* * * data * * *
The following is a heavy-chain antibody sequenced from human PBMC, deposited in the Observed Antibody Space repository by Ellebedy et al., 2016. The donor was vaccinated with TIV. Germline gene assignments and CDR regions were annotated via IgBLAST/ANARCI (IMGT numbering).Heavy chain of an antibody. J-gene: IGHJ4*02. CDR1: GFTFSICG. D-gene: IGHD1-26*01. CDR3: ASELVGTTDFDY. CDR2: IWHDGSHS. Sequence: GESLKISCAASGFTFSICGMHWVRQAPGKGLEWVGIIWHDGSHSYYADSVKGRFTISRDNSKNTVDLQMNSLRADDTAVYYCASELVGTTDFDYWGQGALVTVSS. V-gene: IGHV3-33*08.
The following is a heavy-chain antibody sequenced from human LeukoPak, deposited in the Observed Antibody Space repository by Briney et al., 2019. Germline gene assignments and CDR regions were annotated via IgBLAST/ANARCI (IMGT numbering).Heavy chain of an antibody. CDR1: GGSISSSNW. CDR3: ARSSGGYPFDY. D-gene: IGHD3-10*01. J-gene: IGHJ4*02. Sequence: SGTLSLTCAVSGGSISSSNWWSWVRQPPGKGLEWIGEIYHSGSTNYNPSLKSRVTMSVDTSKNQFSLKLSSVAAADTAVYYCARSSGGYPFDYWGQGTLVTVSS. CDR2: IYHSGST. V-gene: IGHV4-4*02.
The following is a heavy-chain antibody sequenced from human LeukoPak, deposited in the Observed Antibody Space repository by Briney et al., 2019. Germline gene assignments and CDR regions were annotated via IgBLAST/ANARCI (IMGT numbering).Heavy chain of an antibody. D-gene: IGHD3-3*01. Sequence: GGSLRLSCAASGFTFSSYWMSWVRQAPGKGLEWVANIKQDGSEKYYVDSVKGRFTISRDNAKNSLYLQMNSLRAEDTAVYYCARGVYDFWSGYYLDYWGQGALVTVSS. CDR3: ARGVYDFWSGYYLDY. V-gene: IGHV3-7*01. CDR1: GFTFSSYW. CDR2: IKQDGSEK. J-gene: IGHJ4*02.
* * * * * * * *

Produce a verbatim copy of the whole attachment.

The following is a heavy-chain antibody sequenced from human PBMC, deposited in the Observed Antibody Space repository by Ellebedy et al., 2016. The donor was vaccinated with TIV. Germline gene assignments and CDR regions were annotated via IgBLAST/ANARCI (IMGT numbering).Heavy chain of an antibody. J-gene: IGHJ4*02. CDR1: GFTFSICG. D-gene: IGHD1-26*01. CDR3: ASELVGTTDFDY. CDR2: IWHDGSHS. Sequence: GESLKISCAASGFTFSICGMHWVRQAPGKGLEWVGIIWHDGSHSYYADSVKGRFTISRDNSKNTVDLQMNSLRADDTAVYYCASELVGTTDFDYWGQGALVTVSS. V-gene: IGHV3-33*08.
The following is a heavy-chain antibody sequenced from human LeukoPak, deposited in the Observed Antibody Space repository by Briney et al., 2019. Germline gene assignments and CDR regions were annotated via IgBLAST/ANARCI (IMGT numbering).Heavy chain of an antibody. CDR1: GGSISSSNW. CDR3: ARSSGGYPFDY. D-gene: IGHD3-10*01. J-gene: IGHJ4*02. Sequence: SGTLSLTCAVSGGSISSSNWWSWVRQPPGKGLEWIGEIYHSGSTNYNPSLKSRVTMSVDTSKNQFSLKLSSVAAADTAVYYCARSSGGYPFDYWGQGTLVTVSS. CDR2: IYHSGST. V-gene: IGHV4-4*02.
The following is a heavy-chain antibody sequenced from human LeukoPak, deposited in the Observed Antibody Space repository by Briney et al., 2019. Germline gene assignments and CDR regions were annotated via IgBLAST/ANARCI (IMGT numbering).Heavy chain of an antibody. D-gene: IGHD3-3*01. Sequence: GGSLRLSCAASGFTFSSYWMSWVRQAPGKGLEWVANIKQDGSEKYYVDSVKGRFTISRDNAKNSLYLQMNSLRAEDTAVYYCARGVYDFWSGYYLDYWGQGALVTVSS. CDR3: ARGVYDFWSGYYLDY. V-gene: IGHV3-7*01. CDR1: GFTFSSYW. CDR2: IKQDGSEK. J-gene: IGHJ4*02.